5. Wallack, LR. "Sixty Million Guns". 1983. In Gun Digest Treasury, Harold A. Murtz, editor, DBI Books. 1994 p.193 ISBN 0873491564
  6. Michalowski, Kevin (2005). The Gun Digest Book of Sporting Shotguns. Gun Digest Books. p. 152. ISBN 0-89689-173-9.
  7. 1 2 3 4 5 6 7 8 9 10 11 12 13 14 15 16 17 18 19 20 21 22 23 24 25 26 27 28 29 "Remington Model 870 (M870) Combat / Game Pump Action Shotgun (1950)". Military Factory. August 7, 2014. Retrieved 2015-04-12.
  8. Remington Firearms Catalogs. Remington Arms. 1986&1987. Check date values in: |date= (help)
  9. "An Uncommon Remington 870 Review". Shooters' Journal. 2010-11-05. Retrieved 2011-01-22.
  10. Canfield, Bruce N. "Combat Shotguns of the Vietnam War" American Rifleman March 2002 pp.44–47&92–95
  11. Cutshaw, Charles Q. (28 February 2011). Tactical Small Arms of the 21st Century: A Complete Guide to Small Arms From Around the World. Iola, Wisconsin: Gun Digest Books. p. 327. ISBN 978-1-4402-2709-7. Retrieved 24 September 2013.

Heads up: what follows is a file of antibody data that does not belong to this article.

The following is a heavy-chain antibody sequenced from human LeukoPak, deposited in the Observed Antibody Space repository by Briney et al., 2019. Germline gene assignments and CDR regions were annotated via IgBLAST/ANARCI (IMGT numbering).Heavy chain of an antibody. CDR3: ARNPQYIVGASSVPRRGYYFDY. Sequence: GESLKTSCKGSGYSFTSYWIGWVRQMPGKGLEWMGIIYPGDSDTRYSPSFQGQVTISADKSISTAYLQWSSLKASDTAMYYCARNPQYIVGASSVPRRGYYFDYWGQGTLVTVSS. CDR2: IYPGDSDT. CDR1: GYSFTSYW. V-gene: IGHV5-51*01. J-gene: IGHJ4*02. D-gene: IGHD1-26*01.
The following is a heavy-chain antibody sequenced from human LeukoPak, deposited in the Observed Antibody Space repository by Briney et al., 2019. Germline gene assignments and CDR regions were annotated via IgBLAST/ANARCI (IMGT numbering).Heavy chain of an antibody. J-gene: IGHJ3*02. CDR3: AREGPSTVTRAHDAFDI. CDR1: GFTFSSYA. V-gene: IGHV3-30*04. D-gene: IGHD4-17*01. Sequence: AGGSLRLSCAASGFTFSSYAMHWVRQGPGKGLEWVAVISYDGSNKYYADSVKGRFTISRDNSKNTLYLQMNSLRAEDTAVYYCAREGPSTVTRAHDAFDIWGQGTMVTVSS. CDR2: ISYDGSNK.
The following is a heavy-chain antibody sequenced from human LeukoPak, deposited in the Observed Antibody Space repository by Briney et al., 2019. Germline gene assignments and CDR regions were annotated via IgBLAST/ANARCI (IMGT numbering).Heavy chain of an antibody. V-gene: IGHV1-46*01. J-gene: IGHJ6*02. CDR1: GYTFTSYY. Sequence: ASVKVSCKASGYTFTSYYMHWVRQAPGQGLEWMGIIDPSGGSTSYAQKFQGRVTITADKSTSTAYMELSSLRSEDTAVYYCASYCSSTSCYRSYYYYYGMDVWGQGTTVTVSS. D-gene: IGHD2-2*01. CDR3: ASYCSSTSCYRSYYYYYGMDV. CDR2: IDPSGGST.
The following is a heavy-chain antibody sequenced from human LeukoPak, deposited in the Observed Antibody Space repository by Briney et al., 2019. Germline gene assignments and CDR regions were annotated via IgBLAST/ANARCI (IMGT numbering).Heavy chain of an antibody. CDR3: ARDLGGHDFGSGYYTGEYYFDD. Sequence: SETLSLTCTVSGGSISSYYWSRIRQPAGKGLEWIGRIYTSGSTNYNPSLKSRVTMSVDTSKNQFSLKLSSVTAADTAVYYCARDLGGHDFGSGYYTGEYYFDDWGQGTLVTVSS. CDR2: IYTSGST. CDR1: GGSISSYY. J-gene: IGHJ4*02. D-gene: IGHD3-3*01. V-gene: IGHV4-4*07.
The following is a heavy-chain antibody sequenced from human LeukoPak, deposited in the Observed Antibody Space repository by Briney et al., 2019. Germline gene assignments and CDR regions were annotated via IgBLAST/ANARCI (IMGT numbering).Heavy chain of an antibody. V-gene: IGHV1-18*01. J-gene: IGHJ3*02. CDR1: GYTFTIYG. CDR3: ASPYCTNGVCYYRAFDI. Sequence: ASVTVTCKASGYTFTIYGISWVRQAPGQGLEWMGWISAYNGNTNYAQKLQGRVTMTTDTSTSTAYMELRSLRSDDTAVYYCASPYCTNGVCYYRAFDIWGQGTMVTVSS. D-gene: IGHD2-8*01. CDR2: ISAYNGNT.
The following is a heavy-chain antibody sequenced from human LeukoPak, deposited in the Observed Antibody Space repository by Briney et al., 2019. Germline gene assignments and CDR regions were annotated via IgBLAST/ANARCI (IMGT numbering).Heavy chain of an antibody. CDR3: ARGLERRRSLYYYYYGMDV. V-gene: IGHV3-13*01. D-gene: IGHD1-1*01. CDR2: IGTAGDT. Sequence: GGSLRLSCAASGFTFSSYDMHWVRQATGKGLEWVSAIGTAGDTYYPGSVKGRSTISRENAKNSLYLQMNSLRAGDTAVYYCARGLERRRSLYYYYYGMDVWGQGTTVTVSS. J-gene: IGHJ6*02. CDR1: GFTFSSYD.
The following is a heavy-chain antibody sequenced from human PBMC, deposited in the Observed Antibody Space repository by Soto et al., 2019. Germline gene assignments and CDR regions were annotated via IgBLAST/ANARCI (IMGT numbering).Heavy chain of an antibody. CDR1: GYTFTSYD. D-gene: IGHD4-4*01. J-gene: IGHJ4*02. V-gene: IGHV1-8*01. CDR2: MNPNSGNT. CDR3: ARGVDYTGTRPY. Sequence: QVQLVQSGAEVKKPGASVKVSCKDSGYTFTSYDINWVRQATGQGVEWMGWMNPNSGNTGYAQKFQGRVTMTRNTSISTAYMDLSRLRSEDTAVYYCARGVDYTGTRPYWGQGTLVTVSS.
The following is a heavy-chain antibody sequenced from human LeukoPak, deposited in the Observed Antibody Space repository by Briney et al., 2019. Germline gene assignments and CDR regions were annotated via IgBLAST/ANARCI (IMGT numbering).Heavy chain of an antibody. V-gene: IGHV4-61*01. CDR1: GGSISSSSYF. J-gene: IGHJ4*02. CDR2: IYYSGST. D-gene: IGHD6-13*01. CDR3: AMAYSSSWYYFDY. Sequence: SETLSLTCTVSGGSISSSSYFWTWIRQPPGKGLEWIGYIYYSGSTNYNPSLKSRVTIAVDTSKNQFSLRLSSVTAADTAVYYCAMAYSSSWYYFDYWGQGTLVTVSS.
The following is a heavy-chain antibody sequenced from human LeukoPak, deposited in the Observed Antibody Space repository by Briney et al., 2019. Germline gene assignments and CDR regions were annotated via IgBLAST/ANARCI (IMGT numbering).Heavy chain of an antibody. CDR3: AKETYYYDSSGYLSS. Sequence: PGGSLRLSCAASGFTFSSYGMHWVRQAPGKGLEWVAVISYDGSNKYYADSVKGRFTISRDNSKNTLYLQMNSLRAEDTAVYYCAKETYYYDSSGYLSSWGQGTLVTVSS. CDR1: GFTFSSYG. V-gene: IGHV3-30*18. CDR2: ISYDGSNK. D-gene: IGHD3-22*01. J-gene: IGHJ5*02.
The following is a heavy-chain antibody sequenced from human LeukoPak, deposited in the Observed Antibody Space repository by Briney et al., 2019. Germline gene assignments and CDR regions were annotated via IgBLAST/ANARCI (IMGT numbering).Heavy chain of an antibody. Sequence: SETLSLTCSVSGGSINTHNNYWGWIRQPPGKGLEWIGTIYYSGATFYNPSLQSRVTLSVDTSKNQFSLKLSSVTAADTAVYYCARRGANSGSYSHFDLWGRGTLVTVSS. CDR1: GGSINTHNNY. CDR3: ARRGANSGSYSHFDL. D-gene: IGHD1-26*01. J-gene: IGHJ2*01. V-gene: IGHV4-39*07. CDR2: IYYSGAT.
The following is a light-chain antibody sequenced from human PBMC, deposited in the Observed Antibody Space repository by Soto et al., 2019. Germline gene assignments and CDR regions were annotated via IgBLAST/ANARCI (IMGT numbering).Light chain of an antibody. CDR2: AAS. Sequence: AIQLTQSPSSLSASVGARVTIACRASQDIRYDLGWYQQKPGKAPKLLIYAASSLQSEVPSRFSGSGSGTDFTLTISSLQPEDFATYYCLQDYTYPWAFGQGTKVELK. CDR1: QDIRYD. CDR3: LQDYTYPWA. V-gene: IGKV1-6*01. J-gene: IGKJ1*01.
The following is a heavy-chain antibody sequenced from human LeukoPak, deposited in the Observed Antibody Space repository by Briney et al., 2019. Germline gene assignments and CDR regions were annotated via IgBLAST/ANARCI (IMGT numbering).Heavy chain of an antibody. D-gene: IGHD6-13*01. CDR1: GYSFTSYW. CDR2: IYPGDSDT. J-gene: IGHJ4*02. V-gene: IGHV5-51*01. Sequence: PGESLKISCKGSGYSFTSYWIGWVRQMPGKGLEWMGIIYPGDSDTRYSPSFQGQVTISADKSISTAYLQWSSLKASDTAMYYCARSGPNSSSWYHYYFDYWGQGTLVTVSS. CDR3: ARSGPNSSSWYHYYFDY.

12. Peterson, Phillip (2008). "Norinco". Gun Digest Buyer's Guide To Assault Weapons. Iola, Wisconsin: Gun Digest Books. p. 178. ISBN 978-1-4402-2672-4. Retrieved 24 September 2013.
  13. Lee, Jerry (11 April 2012). The Official Gun Digest Book of Guns & Prices 2012. Iola, Wisconsin: Gun Digest Books. p. 747. ISBN 978-1-4402-2927-5.
  14. "870P Shotgun". Royal Australian Navy. 2010-09-09. Retrieved 2011-01-22.
  15. "Weapons : Royal Australian Air Force". 2009-09-07. Retrieved 2011-01-22.
  16. 1 2
  17. "Remington Model 870 (M870) – Combat / Game Pump-Action Shotgun – History, Specs and Pictures – Military, Security and Civilian Guns and Equipment". Retrieved 25 December 2014.
  18. "Dhaka Metropolitan Police SWAT – Overview". bdmilitary. Retrieved 22 February 2009.
  19. "Belgian Defence Remington 870 technical sheet". Retrieved 14 January 2015.
  20. Remington 870 Shotgun makes a comeback
  21. "Report to the Attorney General – Public inquiry into the deaths of Connie and Ty Jacobs". Alberta Justice. 2000-05-18. Retrieved 2011-01-22.
  22. "Pumppuhaulikko 12 HAUL REM 870". Retrieved 2013-10-17.
  23. "TRANSIT-Informationsseite:". 2007-02-11. Retrieved 2011-01-22.
  24. "Greece Ministry of Public Order Press Office: Special Anti-Terrorist Unit" (PDF). Official Website of the Hellenic Police. July 2004. Retrieved 2009-10-13.